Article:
It was also the climax of 25 years of development and refinement to build instruments sensitive enough. so sensitive, in fact, it needed to detect a distortion a thousandth of a diameter of an atomic nucleus over a 4km length of a laser beam and mirror.
This monumental discovery is incredible in its own right, but it is also managed to confirm that these waves travel at the speed of light. Their speed had previously only been theoretical, but now they have real data to prove it. This will open doors for further research in gravitational waves.
The discovery was celebrated by peers
Professor Alberto Vecchio, of the University of Birmingham, was another team member at LIGO. “This is transformational,” he said told The Guardian, when the team first announced their findings.
“We have observed the universe through light so far. But we can only see part of what happens in the universe. Gravitational waves carry completely different information about phenomena in the universe. So we have opened a new way of listening to a broadcasting channel which will allow us to discover phenomena we have never seen before,” Vecchio said.
“This observation is truly incredible science and marks three milestones for physics: the direct detection of gravitational waves, the first detection of a binary black hole, and the most convincing evidence to date that nature’s black holes are the objects predicted by Einstein’s theory", Vecchio proudly stated.
The team was rightfully pleased
Wiess spoke at a press conference right after the announcement, and he was unsurprisingly pleased. He described the moment he received the phone call as "wonderful".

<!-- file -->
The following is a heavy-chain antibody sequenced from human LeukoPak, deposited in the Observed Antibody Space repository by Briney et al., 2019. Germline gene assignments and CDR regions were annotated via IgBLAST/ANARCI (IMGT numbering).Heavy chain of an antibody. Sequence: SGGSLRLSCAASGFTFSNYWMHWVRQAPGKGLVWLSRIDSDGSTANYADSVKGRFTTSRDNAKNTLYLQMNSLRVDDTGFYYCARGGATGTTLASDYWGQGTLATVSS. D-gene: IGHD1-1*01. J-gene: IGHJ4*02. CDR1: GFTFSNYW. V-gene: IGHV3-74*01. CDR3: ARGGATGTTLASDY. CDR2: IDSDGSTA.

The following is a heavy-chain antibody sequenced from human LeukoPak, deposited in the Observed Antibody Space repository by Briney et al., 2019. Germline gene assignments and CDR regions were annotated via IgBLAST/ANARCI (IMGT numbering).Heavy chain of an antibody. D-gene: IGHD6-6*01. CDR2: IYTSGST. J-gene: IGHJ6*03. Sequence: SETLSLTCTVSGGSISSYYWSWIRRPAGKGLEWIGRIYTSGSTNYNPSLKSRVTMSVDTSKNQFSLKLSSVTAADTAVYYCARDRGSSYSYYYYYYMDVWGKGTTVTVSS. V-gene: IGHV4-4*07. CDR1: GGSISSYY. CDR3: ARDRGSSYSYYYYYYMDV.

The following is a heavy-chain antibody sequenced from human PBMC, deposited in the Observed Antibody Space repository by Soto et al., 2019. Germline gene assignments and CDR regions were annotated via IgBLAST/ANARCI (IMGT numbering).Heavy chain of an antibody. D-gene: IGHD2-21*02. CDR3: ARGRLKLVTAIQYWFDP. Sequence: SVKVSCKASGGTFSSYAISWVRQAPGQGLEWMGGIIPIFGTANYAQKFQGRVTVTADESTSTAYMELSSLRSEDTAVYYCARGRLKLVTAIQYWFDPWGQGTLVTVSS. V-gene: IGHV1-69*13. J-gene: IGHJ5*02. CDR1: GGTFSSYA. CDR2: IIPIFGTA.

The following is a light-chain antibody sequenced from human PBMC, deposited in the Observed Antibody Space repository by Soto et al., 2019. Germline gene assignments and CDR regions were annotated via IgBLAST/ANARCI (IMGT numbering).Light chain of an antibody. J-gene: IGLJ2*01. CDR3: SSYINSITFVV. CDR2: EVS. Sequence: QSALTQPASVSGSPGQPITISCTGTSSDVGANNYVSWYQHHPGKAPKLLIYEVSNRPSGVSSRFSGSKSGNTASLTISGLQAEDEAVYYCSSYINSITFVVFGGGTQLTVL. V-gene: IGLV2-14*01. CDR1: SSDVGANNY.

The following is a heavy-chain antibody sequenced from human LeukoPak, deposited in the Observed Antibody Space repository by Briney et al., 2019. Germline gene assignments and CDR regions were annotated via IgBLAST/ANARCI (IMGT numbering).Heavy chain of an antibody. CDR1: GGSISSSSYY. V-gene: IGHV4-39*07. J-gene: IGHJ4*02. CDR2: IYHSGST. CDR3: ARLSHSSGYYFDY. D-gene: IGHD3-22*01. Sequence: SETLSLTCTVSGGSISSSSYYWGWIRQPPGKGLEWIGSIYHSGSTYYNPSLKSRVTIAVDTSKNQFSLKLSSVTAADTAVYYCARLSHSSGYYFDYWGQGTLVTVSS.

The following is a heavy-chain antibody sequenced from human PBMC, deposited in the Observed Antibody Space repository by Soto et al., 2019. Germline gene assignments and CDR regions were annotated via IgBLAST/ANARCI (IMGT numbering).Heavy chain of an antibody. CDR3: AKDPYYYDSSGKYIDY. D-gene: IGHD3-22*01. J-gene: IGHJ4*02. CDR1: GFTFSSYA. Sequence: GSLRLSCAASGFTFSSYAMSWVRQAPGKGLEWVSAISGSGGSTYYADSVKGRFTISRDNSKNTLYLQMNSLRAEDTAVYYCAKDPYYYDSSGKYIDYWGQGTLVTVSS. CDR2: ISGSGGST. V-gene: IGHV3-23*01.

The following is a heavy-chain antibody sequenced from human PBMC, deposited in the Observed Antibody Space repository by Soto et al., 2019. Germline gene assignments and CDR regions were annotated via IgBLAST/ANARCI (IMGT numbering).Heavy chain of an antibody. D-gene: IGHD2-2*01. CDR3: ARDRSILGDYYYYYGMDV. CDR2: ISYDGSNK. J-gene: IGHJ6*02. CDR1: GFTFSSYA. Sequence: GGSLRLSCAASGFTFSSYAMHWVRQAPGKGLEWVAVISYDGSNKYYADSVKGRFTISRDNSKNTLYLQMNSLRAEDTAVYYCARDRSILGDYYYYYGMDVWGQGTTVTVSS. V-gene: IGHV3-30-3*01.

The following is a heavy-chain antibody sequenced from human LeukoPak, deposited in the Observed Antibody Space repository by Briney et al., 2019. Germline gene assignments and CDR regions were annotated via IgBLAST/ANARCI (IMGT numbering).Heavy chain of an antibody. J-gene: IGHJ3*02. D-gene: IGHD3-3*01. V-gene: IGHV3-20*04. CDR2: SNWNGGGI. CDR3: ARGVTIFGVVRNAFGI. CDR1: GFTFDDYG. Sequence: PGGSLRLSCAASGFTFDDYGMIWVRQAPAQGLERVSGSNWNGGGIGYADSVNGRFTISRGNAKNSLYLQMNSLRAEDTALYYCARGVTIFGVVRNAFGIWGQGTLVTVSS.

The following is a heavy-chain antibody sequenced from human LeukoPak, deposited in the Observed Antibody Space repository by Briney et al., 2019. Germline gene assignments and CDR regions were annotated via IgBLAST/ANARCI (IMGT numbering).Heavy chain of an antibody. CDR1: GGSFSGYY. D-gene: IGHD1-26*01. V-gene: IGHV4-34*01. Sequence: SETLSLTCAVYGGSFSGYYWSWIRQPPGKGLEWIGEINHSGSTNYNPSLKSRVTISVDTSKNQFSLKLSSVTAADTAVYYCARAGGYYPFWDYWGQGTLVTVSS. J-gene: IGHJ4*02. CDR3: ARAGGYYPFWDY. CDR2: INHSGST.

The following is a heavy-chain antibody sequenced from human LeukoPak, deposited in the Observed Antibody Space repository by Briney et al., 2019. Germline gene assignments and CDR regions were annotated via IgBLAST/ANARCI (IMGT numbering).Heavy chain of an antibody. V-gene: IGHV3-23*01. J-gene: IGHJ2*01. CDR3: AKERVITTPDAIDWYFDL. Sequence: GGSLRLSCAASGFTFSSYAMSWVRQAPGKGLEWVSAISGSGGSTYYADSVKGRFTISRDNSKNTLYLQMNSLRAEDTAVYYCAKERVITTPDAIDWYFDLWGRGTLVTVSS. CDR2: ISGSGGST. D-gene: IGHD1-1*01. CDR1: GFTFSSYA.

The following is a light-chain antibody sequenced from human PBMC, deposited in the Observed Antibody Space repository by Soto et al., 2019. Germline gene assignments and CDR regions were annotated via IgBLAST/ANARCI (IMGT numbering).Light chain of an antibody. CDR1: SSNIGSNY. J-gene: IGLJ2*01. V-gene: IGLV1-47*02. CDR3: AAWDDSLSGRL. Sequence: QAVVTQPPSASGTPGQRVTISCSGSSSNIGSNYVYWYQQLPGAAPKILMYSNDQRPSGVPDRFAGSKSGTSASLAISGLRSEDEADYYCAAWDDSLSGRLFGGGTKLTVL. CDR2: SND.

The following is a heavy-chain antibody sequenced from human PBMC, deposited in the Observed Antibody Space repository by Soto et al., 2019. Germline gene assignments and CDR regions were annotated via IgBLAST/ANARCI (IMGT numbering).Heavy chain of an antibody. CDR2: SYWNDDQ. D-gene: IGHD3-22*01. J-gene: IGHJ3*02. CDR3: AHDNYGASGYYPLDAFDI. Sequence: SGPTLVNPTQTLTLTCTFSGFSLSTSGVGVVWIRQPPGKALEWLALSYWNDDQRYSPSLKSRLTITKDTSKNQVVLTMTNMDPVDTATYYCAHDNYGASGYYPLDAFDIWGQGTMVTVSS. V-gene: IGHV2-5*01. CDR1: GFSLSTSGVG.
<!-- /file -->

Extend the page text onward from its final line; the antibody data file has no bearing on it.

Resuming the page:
“I view this more as a thing that recognizes the work of about 1,000 people. I hate to tell you but it’s as long as 40 years of people thinking about this, trying to make a detection … and slowly but surely getting the technology together to do it.” Weiss said.
Weiss and his team couldn't believe the discovery at first. “It took us a long time – almost two months – to convince ourselves that we had seen something from the outside that was truly a gravitational wave.” - Wiess recalled.
RIP Ronald Drever
Sadly, there was another key person on the team who wouldn't live to see the team rightfully honored. Ronald Drever, a Physicist from Scotland, worked closely alongside Weiss and Thorne. He fronted a very important role on the LIGO project. He died in March from dementia, only 18 months after the first gravitational waves were detected.
The Nobel Prize is not normally awarded posthumously.
The final word
The LIGO project can now proudly wear the title of "most precise measuring devices ever built" according to the laboratory's director. It is likely that their findings will lead to further confirmations of other theories abound on the creation of the universe.
For instance, what lies beyond black holes? And perhaps leaps into our understanding of a new field of physics, quantum gravity.
Finally, we would like to congratulate the team on their hard-earned Nobel Prize in Physics.